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Twice-exceptional (2e) individuals are those who are gifted but who also have a learning disability such as dyslexia, an attentional or behavioral disorder such as ADD or Obsessive-Compulsive Disorder, or a physical disability such as blindness. Because they have exceptionalities at both ends of the spectrum, these individuals require special accommodations to ensure that both their giftedness and their disability or disorder are addressed.
Books for Parents and Teachers of 2e Children
We offer a range of books about twice-exceptionality to help people better understand it and the individuals who demonstrate it, giving adults the tools they need to assist 2e children in growing up proudly as the best versions of themselves that they have to offer the world.
Books for 2e Children
A few of our books are for the children themselves, some of which overlap with those appropriate for adults.
Educating 2e Children
2e children often struggle in school. Their exceptional ability may dominate, hiding their disability, or their disability may dominate, hiding their exceptional ability. Each may mask the other so that neither is recognized or addressed.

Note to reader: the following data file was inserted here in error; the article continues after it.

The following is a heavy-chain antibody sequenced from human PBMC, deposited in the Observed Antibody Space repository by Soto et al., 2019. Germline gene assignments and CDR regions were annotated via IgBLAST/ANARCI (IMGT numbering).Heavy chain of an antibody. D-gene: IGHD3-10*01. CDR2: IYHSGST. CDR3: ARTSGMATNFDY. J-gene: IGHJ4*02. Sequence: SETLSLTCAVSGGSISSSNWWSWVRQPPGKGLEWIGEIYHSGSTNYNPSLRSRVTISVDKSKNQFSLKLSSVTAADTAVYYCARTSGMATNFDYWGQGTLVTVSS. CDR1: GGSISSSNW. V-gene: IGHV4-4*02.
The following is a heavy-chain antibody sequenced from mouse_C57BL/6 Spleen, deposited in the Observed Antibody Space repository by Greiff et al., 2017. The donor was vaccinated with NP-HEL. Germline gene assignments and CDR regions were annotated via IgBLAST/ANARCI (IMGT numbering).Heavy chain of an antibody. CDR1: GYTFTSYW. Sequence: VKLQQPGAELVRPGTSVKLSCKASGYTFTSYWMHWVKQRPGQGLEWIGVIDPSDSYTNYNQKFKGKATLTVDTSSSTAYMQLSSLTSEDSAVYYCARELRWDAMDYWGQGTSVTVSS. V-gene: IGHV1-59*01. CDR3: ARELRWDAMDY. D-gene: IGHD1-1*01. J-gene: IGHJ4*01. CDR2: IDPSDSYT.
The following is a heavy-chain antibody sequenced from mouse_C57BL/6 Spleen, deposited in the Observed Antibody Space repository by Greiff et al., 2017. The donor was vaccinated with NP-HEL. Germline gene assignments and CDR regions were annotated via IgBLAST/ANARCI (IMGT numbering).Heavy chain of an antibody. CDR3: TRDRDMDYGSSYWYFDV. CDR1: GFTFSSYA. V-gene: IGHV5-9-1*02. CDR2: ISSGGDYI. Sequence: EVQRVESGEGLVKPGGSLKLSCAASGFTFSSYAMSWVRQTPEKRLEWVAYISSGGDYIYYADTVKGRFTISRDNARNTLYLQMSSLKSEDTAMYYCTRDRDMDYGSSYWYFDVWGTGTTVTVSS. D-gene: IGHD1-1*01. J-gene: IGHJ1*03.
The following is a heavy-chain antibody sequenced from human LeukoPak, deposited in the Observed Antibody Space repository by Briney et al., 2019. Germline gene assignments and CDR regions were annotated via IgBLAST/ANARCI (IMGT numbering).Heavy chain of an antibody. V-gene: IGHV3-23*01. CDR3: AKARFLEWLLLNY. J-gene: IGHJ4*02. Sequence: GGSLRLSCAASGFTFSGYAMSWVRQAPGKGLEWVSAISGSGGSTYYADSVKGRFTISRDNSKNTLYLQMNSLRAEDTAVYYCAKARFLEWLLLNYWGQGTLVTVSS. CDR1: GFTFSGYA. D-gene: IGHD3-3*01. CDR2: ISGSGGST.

There is no pedagogic problem in education as vexing as twice-exceptional students. More than other students, they belie the assumption that students can be educated as a group of age peers rather than as individuals. Many educators acknowledge that these children need to be identified and educated with Individualized Education Plans or 504 Plans that seek to address and compensate for some of their weaknesses, but those plans require time, resources, and in some cases a considerable amount of effort. The problems of arranging special accommodations for 2e students are compounded when teachers are faced with several of them at once—all while trying to teach their regular students.
When we begin to look closely, however, we find that, because the 2e label encompasses such a broad spectrum of people, there are many individuals in our society who are twice-exceptional. All of these individuals will have vastly different needs and will need different accommodations to enable them to succeed—but with their gifted brains, they will indeed succeed, given the opportunities. Those opportunities will come from the adults who understand them best.